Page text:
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Daniel Ricciardo wins Italian Grand Prix, results, podium celebration, result, F1 news 2021



Daniel Ricciardo has been overcome with emotion after his drought-breaking F1 victory at Monza.

The Australian started from second on the grid and passed championship leader Max Verstappen on the first lap and never looked back.

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It’s the eighth victory of Ricciardo’s F1 career and his first race win since Monaco in 2018.

Ricciardo kept Verstappen at bay in the opening laps and a slick pit stop kept his momentum going, while Verstappen’s Red Bull had a disastrously slow 10-second pit stop.

Shortly afterwards, the Dutchman and his championship rival Lewis Hamilton both crashed out of the race when Verstappen tried to overtake Hamilton on a chicane.

Norris was eager to catch up to Ricciardo as he sought his maiden F1 win. “I need Daniel to pick the pace up a bit, he’s driving too slow,” Norris was heard telling McLaren team radio early in the race.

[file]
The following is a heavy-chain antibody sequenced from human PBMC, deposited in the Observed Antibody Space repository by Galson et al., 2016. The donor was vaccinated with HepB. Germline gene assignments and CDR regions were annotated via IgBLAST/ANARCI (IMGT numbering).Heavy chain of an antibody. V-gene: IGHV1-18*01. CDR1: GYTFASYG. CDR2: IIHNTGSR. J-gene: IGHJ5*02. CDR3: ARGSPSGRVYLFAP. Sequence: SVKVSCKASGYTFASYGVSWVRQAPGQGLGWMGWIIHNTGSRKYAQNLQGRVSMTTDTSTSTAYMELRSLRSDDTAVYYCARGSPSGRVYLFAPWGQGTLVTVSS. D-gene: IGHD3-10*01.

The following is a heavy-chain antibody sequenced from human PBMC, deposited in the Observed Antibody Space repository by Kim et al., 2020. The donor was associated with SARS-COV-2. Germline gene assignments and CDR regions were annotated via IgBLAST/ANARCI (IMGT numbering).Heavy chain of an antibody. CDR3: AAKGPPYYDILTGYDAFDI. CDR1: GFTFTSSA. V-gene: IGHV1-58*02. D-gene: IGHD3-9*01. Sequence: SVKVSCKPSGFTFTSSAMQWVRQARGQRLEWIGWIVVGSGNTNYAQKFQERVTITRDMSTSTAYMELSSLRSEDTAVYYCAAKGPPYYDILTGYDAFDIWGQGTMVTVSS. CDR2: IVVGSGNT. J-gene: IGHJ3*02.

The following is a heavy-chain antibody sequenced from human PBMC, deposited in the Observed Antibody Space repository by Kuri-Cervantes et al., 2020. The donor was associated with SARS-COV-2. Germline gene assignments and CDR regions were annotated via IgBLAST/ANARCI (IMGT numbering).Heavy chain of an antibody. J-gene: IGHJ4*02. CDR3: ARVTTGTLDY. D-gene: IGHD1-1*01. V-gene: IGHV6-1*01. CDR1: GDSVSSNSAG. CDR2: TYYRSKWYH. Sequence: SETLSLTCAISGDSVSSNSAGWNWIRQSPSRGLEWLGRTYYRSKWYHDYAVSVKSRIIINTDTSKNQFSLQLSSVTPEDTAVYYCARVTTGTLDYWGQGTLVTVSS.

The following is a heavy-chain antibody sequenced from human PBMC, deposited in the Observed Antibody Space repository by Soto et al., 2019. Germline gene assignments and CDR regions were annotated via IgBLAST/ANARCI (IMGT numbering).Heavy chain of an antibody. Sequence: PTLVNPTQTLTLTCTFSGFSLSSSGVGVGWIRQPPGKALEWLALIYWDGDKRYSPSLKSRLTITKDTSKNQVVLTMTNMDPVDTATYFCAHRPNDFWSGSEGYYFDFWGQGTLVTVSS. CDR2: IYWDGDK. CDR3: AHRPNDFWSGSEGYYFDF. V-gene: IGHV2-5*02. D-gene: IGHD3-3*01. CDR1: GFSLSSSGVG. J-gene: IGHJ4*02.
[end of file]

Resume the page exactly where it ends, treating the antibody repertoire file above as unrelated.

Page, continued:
But the Brit was given team orders not to overtake Ricciardo to ensure the pair could safely secure a 1-2 finish.

“Lando, best for us where you are,” McLaren told Norris, who asked whether he was allowed to race Ricciardo.

In the end, Ricciardo led from the first corner to the end of the race and he screamed in jubilation when he crossed the finish line first when the chequered flag was waved.

“Deep down I knew this was gonna come,” he said after claiming victory. “So thanks … thanks for having my back. And for anyone who thought I left, I never left. I just moved aside for a while. Thanks guys.”

Red-hot Ricciardo breaks longstanding drought